Product Marketing Philosophy


Product Marketing Philosophy

Q & A with Franck

How important is market research? How do you use it to formulate your strategy?

Before designing any product, you’ve got to do some groundwork to look at price range, what has been done, to understand that what you’re trying to create is unique and that you don’t follow someone else’s path. Data helps to define the features that others don’t have that will allow you to shine and be attractive in terms of price point. I do feel that it’s up to you to really go for it, develop the best product in mind (with the team), and it’s not necessary to do focus groups at the early stage. Once the final prototype comes around, then you can get some real feedback to get some answers that may not be about product improvement, but how to communicate the story. Minor details can help refine the design or refine the story.

How do you approach international strategy (emerging markets versus fighting for market share)?

I don’t control too much of sales, but emerging markets usually buy into existing franchise models that are safe bets to build brand exposure on products that already work. For those markets in which we are already established, there are different needs – and sometimes you manage to create one strong product that can fit all in terms of product appeal and it’s just a tweak in colors that will make sure clients in Asia, Europe, or in the US that the people are into. The other factor in each continent, sometimes you have very different trends. So, at this stage, you have to design product with that specific consumer in mind without polluting the process with the idea of trying to satisfy everyone in the world. If I have a client in Japan, I focus only on satisfying that person in Japan. I find that usually you can create something that can be shared that is unique and breakthrough, beyond current trends, across the board in all markets.

When it comes to merchandising product, how do you know which are winners and losers? How does it affect your product line strategy?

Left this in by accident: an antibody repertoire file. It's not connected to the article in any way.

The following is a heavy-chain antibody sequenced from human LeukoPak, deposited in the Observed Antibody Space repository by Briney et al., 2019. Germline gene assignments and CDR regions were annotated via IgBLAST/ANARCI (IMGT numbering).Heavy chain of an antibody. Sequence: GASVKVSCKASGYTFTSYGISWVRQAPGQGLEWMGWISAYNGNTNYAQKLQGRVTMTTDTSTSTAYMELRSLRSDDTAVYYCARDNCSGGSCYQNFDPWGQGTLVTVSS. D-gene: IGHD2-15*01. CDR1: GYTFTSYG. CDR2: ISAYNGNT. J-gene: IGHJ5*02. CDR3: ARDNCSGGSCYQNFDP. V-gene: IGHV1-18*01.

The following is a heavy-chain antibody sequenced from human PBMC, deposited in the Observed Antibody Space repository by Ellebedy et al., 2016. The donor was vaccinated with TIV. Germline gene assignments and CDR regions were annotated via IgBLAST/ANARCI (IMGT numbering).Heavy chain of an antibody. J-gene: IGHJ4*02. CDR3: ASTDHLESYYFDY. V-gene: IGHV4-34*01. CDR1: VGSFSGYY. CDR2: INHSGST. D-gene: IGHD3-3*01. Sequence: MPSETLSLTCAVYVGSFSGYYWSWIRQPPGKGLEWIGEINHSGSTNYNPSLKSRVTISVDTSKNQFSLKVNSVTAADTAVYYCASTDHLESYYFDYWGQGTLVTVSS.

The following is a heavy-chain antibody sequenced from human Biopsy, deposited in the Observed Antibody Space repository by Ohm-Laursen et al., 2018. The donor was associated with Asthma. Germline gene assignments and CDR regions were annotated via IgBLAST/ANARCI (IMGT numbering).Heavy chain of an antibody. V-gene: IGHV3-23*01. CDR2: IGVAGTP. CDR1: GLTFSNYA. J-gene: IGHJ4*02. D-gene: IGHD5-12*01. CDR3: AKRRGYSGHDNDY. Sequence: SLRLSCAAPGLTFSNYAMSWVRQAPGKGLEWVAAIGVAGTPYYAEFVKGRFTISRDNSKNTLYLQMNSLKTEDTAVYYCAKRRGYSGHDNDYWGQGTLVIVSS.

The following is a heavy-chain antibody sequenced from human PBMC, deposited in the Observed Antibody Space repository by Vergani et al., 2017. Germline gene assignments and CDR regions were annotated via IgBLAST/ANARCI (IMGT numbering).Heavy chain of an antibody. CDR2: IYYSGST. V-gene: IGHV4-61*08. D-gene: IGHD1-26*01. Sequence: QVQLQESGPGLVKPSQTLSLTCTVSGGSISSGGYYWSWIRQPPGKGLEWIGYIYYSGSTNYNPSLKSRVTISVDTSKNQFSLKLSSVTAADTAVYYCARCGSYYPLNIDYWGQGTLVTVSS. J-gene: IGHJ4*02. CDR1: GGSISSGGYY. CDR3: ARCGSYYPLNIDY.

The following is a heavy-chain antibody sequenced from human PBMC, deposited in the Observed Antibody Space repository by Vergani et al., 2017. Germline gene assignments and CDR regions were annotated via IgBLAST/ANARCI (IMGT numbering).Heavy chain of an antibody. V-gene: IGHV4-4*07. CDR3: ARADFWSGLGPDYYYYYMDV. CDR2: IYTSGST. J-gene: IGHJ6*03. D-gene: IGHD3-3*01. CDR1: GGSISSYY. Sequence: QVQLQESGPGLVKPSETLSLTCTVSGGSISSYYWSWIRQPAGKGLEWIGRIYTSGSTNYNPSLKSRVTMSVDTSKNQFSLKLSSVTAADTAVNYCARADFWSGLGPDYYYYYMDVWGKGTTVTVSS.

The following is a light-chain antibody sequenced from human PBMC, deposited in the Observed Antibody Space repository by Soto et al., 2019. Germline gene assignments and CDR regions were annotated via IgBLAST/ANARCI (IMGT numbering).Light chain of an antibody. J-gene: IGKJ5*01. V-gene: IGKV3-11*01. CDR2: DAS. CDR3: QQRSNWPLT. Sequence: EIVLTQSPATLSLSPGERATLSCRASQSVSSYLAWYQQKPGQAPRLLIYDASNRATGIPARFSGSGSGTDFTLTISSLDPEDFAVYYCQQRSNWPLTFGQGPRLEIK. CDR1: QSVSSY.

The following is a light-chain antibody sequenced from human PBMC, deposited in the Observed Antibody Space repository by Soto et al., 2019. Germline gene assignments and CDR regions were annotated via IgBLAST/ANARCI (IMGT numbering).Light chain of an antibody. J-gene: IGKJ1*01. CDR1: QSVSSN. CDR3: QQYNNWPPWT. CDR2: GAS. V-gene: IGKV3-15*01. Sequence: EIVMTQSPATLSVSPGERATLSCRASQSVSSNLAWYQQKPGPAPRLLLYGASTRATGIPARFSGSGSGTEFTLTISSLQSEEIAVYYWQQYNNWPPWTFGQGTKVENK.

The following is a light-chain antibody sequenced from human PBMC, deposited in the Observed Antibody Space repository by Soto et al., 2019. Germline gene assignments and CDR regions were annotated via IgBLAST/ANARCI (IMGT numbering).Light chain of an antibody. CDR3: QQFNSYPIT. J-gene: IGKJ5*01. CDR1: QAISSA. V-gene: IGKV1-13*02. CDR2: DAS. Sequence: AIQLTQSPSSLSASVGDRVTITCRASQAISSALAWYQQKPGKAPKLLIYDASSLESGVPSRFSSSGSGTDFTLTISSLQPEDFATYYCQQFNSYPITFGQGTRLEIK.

I see merchandising as growing plants – it’s organic. You have some products that grow as soon as they’re launched – like quick fashion trends that grow fast and die quickly like leaves. They leave room for other products. The roots of the plants are the franchise – need new colors, features to keep them alive to be sure the whole plant alive. The branches are products that are future trends that will take time to establish. They last for a few years, so make sure that they’re trimmed and encouraged to grow so they’re not forgotten. Every month, you look at sales reports and cut what’s not working anymore and in terms of inventory make it easier and leave room for new-ness.

Market opportunities. How do you recognize an opportunity in the market?

I recognize it when we have an idea and I keep looking to see if it’s out there and when I don’t see it – I try to understand why nobody else has done it before and if there is potential for that idea to grow substantially so that it can generate strong revenue for the company.

How do you balance business growth needs as indicated by investors in relation to creating strong, brand products that are authentic and relevant to consumers?

In terms of designing product, it’s about staying true to what your brand is and who you want to be. Have that in mind. If you start to question if it’s authentic or not, then it’s a path I try to avoid. It may bring a quick profit on the short term, but it will damage brand image on the short term. I’m more into long term growth rather than a quick check from a customer.

How can you tell the difference between a good marketing strategy versus a poor strategy?

For me, a good product strategy is when everything is aligned – product is cleaned, everything is easy to use, then the marketing communication is aligned with the message that is clear, curated, and considered. Everything just makes sense. A poor marketing strategy is two things: 1) The product sucks. 2) They try to just pack it with features that will satisfy everyone and then the message is completely lost and nobody doesn’t understand what it’s about and they don’t understand how to use it because they’re just too much stuff on it.